African-American man on stage wearing all black gesticulating.

Ferreira performing his one-man play Cops and Robbers at the Marsh in Berkeley, California. Photo by Jim Dennis

THE PLAY’S IMPACT

There are a lot of people that I knew before that wouldn’t have even considered attempting to change law enforcement in any way, because they thought that it was unchangeable. Now they’re making strides. They’re making connections.

[Creativity in policing] is thinking outside of the box. Every time you think outside of the box, you’re going to meet with some resistance. But it’s necessary if you want change. We have creative people in law enforcement, and some of them are hesitant to think outside of the box because they’ve proposed ideas in the past that were shot down. But cops are going to listen to cops. The job is so unique that it’s difficult to accept critique or take advice from someone who hasn’t experienced being a cop.

[Developing the play] affected my policing because all of a sudden you have a cop in the newspapers for writing and performing a play about an officer-involved shooting. I had no idea how the higher-ups would react. But I had to make that jump, just like I jumped into law enforcement.

It turned out one of the higher-ups had started a unit called the Youth and Family Services Bureau Crime Prevention Unit, and what he wanted to do was not just fight crime but fight the forces that cause crime. How can we make sure that guys that are in jail are getting the skills necessary to be properly re-integrated into society? If we could create a productive citizen out of that guy that’s just getting out of jail, we’re not just solving a crime today, we’re taking a criminal off the streets for the rest of his life.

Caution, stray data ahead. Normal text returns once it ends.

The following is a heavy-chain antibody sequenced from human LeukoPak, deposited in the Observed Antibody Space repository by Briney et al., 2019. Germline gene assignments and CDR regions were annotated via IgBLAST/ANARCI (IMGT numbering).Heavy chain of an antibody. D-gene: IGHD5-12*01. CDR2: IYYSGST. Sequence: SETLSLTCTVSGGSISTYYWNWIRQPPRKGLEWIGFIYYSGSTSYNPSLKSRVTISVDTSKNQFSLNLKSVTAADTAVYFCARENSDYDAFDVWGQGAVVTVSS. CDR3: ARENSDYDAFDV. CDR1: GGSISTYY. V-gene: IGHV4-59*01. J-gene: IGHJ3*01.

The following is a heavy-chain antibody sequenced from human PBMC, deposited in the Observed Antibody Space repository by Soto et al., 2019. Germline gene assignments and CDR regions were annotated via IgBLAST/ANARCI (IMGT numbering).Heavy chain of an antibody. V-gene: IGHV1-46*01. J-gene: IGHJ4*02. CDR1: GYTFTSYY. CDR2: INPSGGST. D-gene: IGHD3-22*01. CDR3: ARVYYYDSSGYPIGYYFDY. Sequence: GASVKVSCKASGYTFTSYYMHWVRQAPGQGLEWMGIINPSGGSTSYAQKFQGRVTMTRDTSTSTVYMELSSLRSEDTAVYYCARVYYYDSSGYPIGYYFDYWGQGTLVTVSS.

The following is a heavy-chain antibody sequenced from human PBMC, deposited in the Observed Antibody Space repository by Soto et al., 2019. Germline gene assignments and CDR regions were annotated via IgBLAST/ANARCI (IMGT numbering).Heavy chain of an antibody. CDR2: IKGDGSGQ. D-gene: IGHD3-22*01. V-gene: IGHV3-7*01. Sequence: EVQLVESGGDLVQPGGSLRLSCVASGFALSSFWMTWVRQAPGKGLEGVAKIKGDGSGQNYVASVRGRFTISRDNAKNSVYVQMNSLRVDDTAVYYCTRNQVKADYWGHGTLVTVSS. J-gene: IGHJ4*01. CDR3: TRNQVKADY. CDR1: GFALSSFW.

He approached me when he heard about the play. He saw it and thought I would be a great guy to get in on the ground floor of building that unit. We created a nonprofit called the Deputy Sheriff’s Activities League where we serve about 3,000 kids in the area for free. We have a state-of-the-art boxing gym. We have basketball. We have about 1,300 kids and about 100 parent volunteers in our soccer program. We have an Explorers program with over 100 kids who want to be cops.

With my arts background, I’ve come here to help some of the kids from time to time. I helped one win a freestyle rap battle down in L.A. I just gave him a little coaching on rapping and then he won first place. A lot of the kids know about my music because it’s all online. I did teach a theater workshop with the kids. Some of them were pretty good. But they know me more as a cop.

WATERING THE SEEDS

I think that music, the arts in general, is an outlet that allows you to express your emotions. If you express your true emotions creatively, then you will find that it’s not just therapeutic for you but for other people as well. A lot of times, as adults, we can do and say things that aren’t productive. But if you allow that energy, that destructive energy, to sit there in you, it’ll rot your spirit away. You even develop health problems. The most beautiful part is when you put those feelings into music, and you find that someone from a completely different walk of life understands what you’re doing, they thank you for expressing that emotion in a way that’s therapeutic to them.

In our society, we’ve been raised to believe that art is separate from everything else. It shouldn’t be. The way that it’s situated, art is on the opposite end of the spectrum from policing and the military, which is nonsense.

In the same way that martial artists combine art and fighting, or dancing and healthy movement for fighting, I believe we could do that intellectually in our approach to law enforcement. Let’s stop the crime before it happens. Let’s be creative and artistic in our approach. We have to water those seeds.